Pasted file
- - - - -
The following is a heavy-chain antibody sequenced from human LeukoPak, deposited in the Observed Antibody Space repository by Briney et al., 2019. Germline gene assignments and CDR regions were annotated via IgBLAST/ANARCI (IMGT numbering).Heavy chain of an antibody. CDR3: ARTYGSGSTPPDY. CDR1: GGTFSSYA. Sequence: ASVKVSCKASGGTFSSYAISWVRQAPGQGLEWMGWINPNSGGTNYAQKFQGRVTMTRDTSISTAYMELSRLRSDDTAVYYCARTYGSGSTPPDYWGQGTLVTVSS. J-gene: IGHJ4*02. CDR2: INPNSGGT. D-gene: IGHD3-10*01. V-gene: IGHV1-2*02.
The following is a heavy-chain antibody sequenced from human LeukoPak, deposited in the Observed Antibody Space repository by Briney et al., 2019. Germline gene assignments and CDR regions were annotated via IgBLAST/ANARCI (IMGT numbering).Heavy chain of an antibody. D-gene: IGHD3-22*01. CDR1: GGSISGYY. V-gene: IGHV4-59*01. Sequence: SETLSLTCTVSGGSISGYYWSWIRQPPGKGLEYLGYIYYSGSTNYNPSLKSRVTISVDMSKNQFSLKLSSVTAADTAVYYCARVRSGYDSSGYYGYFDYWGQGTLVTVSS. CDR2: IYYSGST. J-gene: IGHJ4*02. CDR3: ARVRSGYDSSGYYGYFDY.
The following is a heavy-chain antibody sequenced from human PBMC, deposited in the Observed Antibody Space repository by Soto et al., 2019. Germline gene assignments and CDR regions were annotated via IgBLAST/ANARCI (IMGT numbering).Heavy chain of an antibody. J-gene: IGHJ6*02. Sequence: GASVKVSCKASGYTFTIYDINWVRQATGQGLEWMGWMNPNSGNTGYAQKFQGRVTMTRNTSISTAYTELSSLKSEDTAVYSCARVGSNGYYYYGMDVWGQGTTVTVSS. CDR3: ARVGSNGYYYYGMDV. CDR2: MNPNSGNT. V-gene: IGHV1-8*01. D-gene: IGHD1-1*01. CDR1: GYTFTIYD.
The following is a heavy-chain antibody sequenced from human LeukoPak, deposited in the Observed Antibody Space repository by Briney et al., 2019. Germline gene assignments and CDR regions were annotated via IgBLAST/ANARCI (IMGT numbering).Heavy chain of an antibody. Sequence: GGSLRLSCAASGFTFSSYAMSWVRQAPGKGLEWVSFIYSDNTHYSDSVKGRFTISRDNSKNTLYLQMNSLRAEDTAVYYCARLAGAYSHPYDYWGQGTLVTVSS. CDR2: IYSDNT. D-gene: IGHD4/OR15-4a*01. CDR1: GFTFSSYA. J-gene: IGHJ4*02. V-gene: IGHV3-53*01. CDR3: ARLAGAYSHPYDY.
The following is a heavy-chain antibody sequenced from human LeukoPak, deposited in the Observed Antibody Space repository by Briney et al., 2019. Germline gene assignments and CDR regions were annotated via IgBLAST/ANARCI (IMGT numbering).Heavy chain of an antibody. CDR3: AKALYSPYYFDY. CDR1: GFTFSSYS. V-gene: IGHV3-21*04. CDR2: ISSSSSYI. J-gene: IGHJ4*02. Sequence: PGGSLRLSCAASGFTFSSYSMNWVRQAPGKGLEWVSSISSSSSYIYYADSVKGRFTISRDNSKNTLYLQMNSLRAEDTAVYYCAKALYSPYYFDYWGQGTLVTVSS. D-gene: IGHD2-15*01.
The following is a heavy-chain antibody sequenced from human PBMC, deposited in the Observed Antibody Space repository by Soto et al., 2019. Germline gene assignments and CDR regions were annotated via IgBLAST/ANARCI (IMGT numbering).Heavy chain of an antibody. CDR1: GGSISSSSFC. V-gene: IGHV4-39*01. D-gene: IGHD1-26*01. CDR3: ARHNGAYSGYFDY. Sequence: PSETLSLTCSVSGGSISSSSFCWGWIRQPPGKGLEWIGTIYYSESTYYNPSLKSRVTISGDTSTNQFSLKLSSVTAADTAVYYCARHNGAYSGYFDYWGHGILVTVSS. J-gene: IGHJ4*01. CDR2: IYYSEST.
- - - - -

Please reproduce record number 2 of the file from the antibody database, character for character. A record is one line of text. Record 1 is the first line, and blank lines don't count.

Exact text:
The following is a heavy-chain antibody sequenced from human LeukoPak, deposited in the Observed Antibody Space repository by Briney et al., 2019. Germline gene assignments and CDR regions were annotated via IgBLAST/ANARCI (IMGT numbering).Heavy chain of an antibody. D-gene: IGHD3-22*01. CDR1: GGSISGYY. V-gene: IGHV4-59*01. Sequence: SETLSLTCTVSGGSISGYYWSWIRQPPGKGLEYLGYIYYSGSTNYNPSLKSRVTISVDMSKNQFSLKLSSVTAADTAVYYCARVRSGYDSSGYYGYFDYWGQGTLVTVSS. CDR2: IYYSGST. J-gene: IGHJ4*02. CDR3: ARVRSGYDSSGYYGYFDY.